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  • Ben Fletcher

Is there GST on crowdfunding? Do I pay tax on it?


Crowdfunding is a popular way of funding projects, whether they be software development, an indie film, or an artist’s new record. As with any business undertaking, it’s important to understand the implications of this type of funding so you don’t get yourself into any trouble.


The first question to ask yourself is whether or not the crowdfunding represents the activities of a hobby or a business. There are a bunch of different indicators to help you make this decision. Take a look here for help making the call on whether it's a business or not. If it turns out to not be a business (i.e. it's a hobby), then there shouldn’t be any tax implications in relation to the crowdfunding.


Now, if the crowdfunding project does relate to a business then all the money you raise will be considered to be taxable income. This usually isn’t a big deal because the funds are usually being raised to cover expenses which, typically, will be tax deductible. Taxable income in and deductible costs out generally means no taxable income leftover in relation to the project.


As for the GST, you’ll want to determine which crowdfunding model you’ll be using as this will dictate whether or not you have a GST liability. The most common models in use are:

  1. Donation crowdfunding. Under this model the person giving the money doesn't expect anything in return other than good vibes and maybe a nice thank you note.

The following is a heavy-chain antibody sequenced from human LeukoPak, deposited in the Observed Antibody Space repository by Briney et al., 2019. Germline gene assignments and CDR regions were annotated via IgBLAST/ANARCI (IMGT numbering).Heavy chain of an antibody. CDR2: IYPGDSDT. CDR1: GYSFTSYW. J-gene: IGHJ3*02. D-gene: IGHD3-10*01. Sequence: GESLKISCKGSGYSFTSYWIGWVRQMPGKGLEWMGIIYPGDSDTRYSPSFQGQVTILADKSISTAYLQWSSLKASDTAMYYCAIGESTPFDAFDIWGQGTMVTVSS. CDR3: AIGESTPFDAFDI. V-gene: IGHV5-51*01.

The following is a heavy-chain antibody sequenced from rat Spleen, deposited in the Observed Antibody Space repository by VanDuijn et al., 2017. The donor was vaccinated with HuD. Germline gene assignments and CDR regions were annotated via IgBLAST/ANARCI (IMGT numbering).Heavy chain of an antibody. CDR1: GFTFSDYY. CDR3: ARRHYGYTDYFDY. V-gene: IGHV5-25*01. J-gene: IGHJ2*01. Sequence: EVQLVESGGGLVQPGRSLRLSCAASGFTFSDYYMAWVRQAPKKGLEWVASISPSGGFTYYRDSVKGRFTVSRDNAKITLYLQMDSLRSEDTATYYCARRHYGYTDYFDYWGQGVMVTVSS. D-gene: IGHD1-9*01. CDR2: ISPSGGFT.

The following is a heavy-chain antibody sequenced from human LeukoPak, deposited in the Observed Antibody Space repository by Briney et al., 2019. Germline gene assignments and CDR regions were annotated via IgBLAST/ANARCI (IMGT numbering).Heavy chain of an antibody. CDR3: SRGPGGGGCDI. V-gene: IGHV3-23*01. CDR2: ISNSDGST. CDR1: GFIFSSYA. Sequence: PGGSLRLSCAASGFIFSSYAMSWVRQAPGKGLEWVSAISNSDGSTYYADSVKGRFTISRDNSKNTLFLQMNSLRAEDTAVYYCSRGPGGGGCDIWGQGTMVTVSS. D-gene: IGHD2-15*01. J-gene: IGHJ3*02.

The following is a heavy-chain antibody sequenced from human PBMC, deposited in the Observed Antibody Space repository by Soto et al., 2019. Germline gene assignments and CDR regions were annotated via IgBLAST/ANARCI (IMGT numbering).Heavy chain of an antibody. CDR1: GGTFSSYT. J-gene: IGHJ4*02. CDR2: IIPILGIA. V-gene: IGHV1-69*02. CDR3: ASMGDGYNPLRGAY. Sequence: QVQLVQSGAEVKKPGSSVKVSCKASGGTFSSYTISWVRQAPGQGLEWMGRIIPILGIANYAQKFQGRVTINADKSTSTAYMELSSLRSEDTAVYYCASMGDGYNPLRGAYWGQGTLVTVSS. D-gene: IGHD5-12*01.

2. Reward crowdfunding. Under this model the person giving the money will be expecting something in return, often this is the output of the funding project in question (e.g. a copy of the artist's new album).

  3. Debt crowdfunding. This is when the person giving the cash expects to get it back, the funding is basically a loan.

  4. Equity crowdfunding. This model is where the person giving the money is actually making a direct investment in your business and will be getting shares (or some other kind of equity interest) in the business.

Typically GST will only apply under model #2 and not the others. This means when you give your supporters something in exchange for their funding other than debt, equity, or simply saying thanks, you'll have GST as part of the funding being received. For example, if you give each supporter a copy of the album you make as a result of the project, then the ATO would expect to receive some GST just the same as if you had sold your supporter the album. This GST amount needs to be reported on your BAS in the relevant period.


There is some more guidance on the GST implications here at the ATO website.


The above is general in nature only. If you have any questions in relation to your specific situation please give us a call, we'd love to help.